Chronic undersupply is frequently blamed for pushing up house prices. It’s the dominant narrative here. But a recent Bank of England study suggests the supply thesis may be a major misdiagnosis. The paper by two economists published just before Christmas claims that the four-decade long surge in house prices in the UK – property prices have quadrupled since the 1980s (we’ve had an even steeper ascent here)– has been caused by low interest rates, and not by a lack of supply of new homes.
The lower interest rates are, the lower the cost of borrowing to pay for a house is, and the more people are able to afford to borrow to buy a house, a scenario that translates into higher prices.
The Bank of England researchers calculated that even with a significant supply response, the jump in real house prices since 1985 wouldn’t have been that much less, and that the real driver of prices was cheap credit. Think of it this way: a €1 million mortgage borrowed at 0.75 per cent and €450,000 mortgage borrowed at 7.5 per cent have the same repayment of €3,100 per month.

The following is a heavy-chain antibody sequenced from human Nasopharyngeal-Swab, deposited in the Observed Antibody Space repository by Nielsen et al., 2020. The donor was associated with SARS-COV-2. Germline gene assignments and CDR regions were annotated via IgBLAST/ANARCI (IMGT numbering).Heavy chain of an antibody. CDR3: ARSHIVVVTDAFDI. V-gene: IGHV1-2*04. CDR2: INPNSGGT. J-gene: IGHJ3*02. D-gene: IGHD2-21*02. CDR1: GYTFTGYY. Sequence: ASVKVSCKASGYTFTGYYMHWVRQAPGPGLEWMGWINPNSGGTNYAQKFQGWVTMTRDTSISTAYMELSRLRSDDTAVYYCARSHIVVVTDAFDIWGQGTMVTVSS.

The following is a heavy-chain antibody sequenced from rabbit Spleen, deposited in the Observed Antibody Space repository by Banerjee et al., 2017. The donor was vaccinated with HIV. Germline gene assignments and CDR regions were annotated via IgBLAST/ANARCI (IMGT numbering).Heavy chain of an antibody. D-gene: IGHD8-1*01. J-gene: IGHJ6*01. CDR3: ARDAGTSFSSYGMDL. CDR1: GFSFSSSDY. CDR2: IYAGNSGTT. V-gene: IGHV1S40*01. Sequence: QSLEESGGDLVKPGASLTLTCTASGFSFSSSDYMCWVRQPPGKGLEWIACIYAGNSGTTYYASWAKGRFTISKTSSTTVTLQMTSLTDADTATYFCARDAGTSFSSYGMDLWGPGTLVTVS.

“Nearly all of the rise in average house prices relative to incomes can be seen as a result of a sustained, dramatic, and consistently unexpected, decline in real interest rates,” the researchers write.
The findings are being heralded as an evolution in the bank's thinking. Back in 2014. governor Mark Carney blamed rapid price growth on a "chronic shortage of housing supply".
The findings have serious implications. If we build more homes – as we are doing – we might not get the hoped-for reduction in prices. In 2006, when a record 92,000 homes were built in the Republic, property prices here rose by 14 per cent.
Equally if interest rates return to normalised levels, the value of properties could fall significantly leaving many of those on the lower rungs with their life savings tied up in shrinking-value assets.